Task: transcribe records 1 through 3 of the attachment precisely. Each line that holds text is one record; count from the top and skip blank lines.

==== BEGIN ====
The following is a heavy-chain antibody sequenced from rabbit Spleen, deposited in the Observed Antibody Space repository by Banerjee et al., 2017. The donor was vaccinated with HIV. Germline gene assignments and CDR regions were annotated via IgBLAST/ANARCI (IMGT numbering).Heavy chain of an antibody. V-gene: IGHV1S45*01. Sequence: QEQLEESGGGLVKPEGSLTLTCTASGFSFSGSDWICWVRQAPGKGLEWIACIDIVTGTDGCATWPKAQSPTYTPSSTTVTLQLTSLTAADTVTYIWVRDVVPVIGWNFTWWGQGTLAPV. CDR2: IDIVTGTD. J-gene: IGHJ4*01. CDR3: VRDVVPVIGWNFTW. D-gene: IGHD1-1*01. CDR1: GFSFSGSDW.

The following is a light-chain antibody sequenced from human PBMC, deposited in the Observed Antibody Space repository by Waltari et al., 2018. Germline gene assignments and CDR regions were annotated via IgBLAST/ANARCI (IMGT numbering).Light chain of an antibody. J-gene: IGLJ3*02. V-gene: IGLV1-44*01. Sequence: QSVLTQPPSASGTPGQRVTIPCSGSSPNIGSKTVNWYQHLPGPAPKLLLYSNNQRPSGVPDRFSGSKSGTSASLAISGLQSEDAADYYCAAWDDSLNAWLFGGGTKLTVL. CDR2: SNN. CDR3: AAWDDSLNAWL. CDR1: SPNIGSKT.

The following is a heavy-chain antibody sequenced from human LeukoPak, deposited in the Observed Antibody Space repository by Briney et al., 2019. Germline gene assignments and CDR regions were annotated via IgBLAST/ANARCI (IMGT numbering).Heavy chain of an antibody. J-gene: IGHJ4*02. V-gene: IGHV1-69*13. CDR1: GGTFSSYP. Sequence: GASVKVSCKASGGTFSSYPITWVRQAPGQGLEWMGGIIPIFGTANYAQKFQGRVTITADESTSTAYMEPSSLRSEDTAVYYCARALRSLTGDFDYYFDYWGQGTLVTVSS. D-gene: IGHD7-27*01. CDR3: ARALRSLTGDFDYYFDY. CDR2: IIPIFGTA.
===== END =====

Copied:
The following is a heavy-chain antibody sequenced from rabbit Spleen, deposited in the Observed Antibody Space repository by Banerjee et al., 2017. The donor was vaccinated with HIV. Germline gene assignments and CDR regions were annotated via IgBLAST/ANARCI (IMGT numbering).Heavy chain of an antibody. V-gene: IGHV1S45*01. Sequence: QEQLEESGGGLVKPEGSLTLTCTASGFSFSGSDWICWVRQAPGKGLEWIACIDIVTGTDGCATWPKAQSPTYTPSSTTVTLQLTSLTAADTVTYIWVRDVVPVIGWNFTWWGQGTLAPV. CDR2: IDIVTGTD. J-gene: IGHJ4*01. CDR3: VRDVVPVIGWNFTW. D-gene: IGHD1-1*01. CDR1: GFSFSGSDW.

The following is a light-chain antibody sequenced from human PBMC, deposited in the Observed Antibody Space repository by Waltari et al., 2018. Germline gene assignments and CDR regions were annotated via IgBLAST/ANARCI (IMGT numbering).Light chain of an antibody. J-gene: IGLJ3*02. V-gene: IGLV1-44*01. Sequence: QSVLTQPPSASGTPGQRVTIPCSGSSPNIGSKTVNWYQHLPGPAPKLLLYSNNQRPSGVPDRFSGSKSGTSASLAISGLQSEDAADYYCAAWDDSLNAWLFGGGTKLTVL. CDR2: SNN. CDR3: AAWDDSLNAWL. CDR1: SPNIGSKT.

The following is a heavy-chain antibody sequenced from human LeukoPak, deposited in the Observed Antibody Space repository by Briney et al., 2019. Germline gene assignments and CDR regions were annotated via IgBLAST/ANARCI (IMGT numbering).Heavy chain of an antibody. J-gene: IGHJ4*02. V-gene: IGHV1-69*13. CDR1: GGTFSSYP. Sequence: GASVKVSCKASGGTFSSYPITWVRQAPGQGLEWMGGIIPIFGTANYAQKFQGRVTITADESTSTAYMEPSSLRSEDTAVYYCARALRSLTGDFDYYFDYWGQGTLVTVSS. D-gene: IGHD7-27*01. CDR3: ARALRSLTGDFDYYFDY. CDR2: IIPIFGTA.